- The Washington Times - Tuesday, June 21, 2005

In his bid to re-enter Lebanese politics, Gen. Michel Aoun came in through the front door, almost like victorious French Gen. Charles de Gaulle returning to the City of Lights as the invaders scurried for the border. But here similarities end.

The country’s anti-Syrian bloc was victorious Sunday following the fourth and final round of parliamentary voting. By all accounts the list run by Saad Hariri, son of the slain former prime minister, seems to have won enough parliamentary seats to secure a majority. The landslide victory Gen. Aoun had expected did not occur. Indeed, his last-minute alliance with pro-Syrian factions backfired.

But in re-establishing himself in the political landscape, the retired Lebanese army general surprised many who supported him during his 14 years of exile in France.

Gen. Aoun’s former hosts, the French, must still be trying to understand how rapidly he dropped his opposition to Syria and allied himself with Syria’s supporters in Lebanon. It was, after all, his disagreement with Syria that led him into exile.

French President Jacques Chirac, a close friend of slain former Prime Minister Rafik Hariri, was instrumental in convincing Syria to pull its troops out of Lebanon. Paris, along with Washington, co-sponsored U.N. Security Council Resolution 1559, calling on Syria to withdraw military and intelligence units from Lebanon.

The general explains, since Syria is no longer involved in Lebanese politics, he sees no reason to hold grudges. But are the Syrians as removed from Lebanon as they and Gen. Aoun’s Free Patriotic Movement would like us to think? Not according to a number of sources who say the Syrians are back.

Also surprising was Gen. Aoun’s alliance with Lebanese Shi’ite paramilitary organization, Hezbollah, giving him an instant power base not only in Christian but Shi’ite Muslim areas.

Certainly, one of the general’s most surprised allies has to be Florida Republican Rep. Ileana Ros-Lehtinen, who lobbied Congress and the Bush administration on his behalf, and who also lobbied the administration to ensure Hezbollah remained on the U.S. terror list.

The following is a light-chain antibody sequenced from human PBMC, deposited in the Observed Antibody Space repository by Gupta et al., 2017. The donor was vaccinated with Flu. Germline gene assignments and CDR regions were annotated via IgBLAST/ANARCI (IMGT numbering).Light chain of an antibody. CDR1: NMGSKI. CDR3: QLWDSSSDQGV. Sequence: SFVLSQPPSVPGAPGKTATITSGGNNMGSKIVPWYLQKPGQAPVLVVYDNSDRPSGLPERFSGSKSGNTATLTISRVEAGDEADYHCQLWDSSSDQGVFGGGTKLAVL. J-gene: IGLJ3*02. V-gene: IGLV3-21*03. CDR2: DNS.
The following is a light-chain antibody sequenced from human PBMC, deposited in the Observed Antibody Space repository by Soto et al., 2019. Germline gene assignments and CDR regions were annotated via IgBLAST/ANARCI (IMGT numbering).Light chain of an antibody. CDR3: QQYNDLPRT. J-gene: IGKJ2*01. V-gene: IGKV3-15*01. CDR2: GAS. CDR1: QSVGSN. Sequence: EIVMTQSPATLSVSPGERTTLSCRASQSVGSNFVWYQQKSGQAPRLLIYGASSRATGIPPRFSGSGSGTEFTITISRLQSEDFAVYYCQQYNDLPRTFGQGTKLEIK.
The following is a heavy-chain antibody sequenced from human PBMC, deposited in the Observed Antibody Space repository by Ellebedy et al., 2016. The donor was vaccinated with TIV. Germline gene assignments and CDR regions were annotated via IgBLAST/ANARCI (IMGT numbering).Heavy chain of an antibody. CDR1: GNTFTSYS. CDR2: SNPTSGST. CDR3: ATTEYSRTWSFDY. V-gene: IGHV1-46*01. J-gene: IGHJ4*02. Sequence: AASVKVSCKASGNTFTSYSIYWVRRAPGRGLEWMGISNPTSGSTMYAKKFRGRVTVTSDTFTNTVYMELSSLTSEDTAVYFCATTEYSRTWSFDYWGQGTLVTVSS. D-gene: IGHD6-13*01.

Shortly after returning to Beirut, Gen. Aoun began talks with Hezbollah. Had Gen. Aoun won, it would have placed him in a favorable position for the presidential elections, most likely to be organized in less than three years, unless the opposition convinces current President Emile Lahoud to step down, something he has said he will not do.

Although the anti-Syrian opposition has won, it is unclear whether it will have a two-thirds majority needed to end Mr. Lahoud’s pro-Syria presidency.

Whether Mr. Lahoud goes or not the question remains of Syrian involvement in Lebanon. Many Lebanese officials believe senior Syrian intelligence agents have returned with money and instructions to influence the parliamentary elections.

Other sources confirm as “basically accurate” Lebanese newspaper reports of at least five Syrian intelligence officers recently entering the country to help Syria’s allies win Lebanese parliamentary seats. U.S. officials said the officers have targeted the anti-Syrian opposition, which includes Saad Hariri.

On June 2, a prominent Lebanese journalist was killed when his car exploded in Beirut. The killing of Samir Kassir, known for his anti-Syrian stance, was attributed to Syria, including pro-Damascus elements in Mr. Lahoud’s office.

Walid Jumblatt, a Druze and prominent anti-Syrian politician, was quoted as saying: “Samir Kassir was assassinated by the remnants of the security agencies that control the country and that is headed by Emile Lahoud.”

U.S. sources said the Syrian officers have operated from both northern and eastern Lebanon. The intelligence officers were said to help Syrian allies in such cities as Baalbek and Tripoli and in the Akkar region.

Samir Franjieh, a leading Syrian opponent, said the Syrians “are helping form pro-Syrian election coalitions to challenge the opposition in northern Lebanon, and have held meetings with a number of Syria’s allies and with ‘key’ electoral brokers.”

One report said Lebanese opposition sources told U.S. officials Syrian officers were “transferring cash and instructions to pro-Syrian candidates as well as providing intelligence on their rivals.” The officers headed a pool of operatives, most of them Lebanese or Palestinians, to carry out orders.

Lebanese newspapers reported Syrian intelligence officers were under the command of Brig. Gen. Mohammad Khallof, who was chief of Syria’s intelligence service in Beirut before the April withdrawal. This was confirmed by Samir Franjieh, an opposition leader, to United Press International.

Mr. Franjieh said Mr. Khallof was in the northern Lebanese port of Tripoli, planning meetings between pro-Syrian groups. Those attending included Suleiman Franjieh, who supports the Syrian presence, Gen. Aoun and former Prime Minister Omar Karame.

A U.S. intelligence source said Mr. Khallof was aided by Nabil Hishmeh, the former Syrian intelligence officer in charge of the Akkar region. Another deputy was Khalil Zogheib, head of the Syrian intelligence service in Tripoli. All three were said to have returned to Lebanon.

It is highly unlikely Gen. Aoun remained ignorant of those facts, which only adds to the puzzle of why he rushed to absolve Syria. Unless as some Lebanese opposition leaders believe, the plan was hatched months ago, while Gen. Aoun was still in Paris.

Claude Salhani is international editor for United Press International.

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